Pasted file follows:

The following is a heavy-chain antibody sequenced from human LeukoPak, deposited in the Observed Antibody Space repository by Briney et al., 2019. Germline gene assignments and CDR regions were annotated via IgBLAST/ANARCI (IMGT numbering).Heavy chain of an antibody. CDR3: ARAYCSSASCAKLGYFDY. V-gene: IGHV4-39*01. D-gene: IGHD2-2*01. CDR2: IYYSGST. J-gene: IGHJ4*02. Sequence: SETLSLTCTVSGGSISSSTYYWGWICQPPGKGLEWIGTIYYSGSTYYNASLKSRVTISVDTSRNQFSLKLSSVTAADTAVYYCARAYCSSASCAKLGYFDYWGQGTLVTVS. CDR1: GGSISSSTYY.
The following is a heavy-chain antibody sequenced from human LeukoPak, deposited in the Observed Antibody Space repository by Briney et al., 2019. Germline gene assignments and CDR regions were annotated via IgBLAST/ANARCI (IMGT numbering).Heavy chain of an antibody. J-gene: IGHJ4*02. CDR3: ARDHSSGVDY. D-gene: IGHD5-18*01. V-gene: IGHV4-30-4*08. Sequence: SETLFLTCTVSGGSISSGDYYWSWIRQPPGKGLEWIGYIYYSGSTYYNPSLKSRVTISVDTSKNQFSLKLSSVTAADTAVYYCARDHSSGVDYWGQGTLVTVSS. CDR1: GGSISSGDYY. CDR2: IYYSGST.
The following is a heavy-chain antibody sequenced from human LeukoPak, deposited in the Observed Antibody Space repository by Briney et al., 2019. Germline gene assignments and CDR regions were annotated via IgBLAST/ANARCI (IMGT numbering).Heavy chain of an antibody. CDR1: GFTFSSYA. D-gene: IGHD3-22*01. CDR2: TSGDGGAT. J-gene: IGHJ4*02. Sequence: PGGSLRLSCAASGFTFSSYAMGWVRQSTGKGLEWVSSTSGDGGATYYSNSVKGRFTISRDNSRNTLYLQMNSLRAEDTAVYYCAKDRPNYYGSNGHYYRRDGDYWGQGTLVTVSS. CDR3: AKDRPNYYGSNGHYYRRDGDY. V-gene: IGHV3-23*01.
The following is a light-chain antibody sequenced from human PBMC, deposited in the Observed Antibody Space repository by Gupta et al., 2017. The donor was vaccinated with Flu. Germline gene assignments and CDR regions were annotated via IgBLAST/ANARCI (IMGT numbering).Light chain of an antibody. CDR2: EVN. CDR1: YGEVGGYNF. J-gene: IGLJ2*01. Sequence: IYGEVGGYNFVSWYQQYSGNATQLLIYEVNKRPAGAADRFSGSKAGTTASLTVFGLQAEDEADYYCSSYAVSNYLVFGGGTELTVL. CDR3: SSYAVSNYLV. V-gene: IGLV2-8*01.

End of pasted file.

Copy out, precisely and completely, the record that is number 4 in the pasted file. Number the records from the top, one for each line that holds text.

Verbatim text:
The following is a light-chain antibody sequenced from human PBMC, deposited in the Observed Antibody Space repository by Gupta et al., 2017. The donor was vaccinated with Flu. Germline gene assignments and CDR regions were annotated via IgBLAST/ANARCI (IMGT numbering).Light chain of an antibody. CDR2: EVN. CDR1: YGEVGGYNF. J-gene: IGLJ2*01. Sequence: IYGEVGGYNFVSWYQQYSGNATQLLIYEVNKRPAGAADRFSGSKAGTTASLTVFGLQAEDEADYYCSSYAVSNYLVFGGGTELTVL. CDR3: SSYAVSNYLV. V-gene: IGLV2-8*01.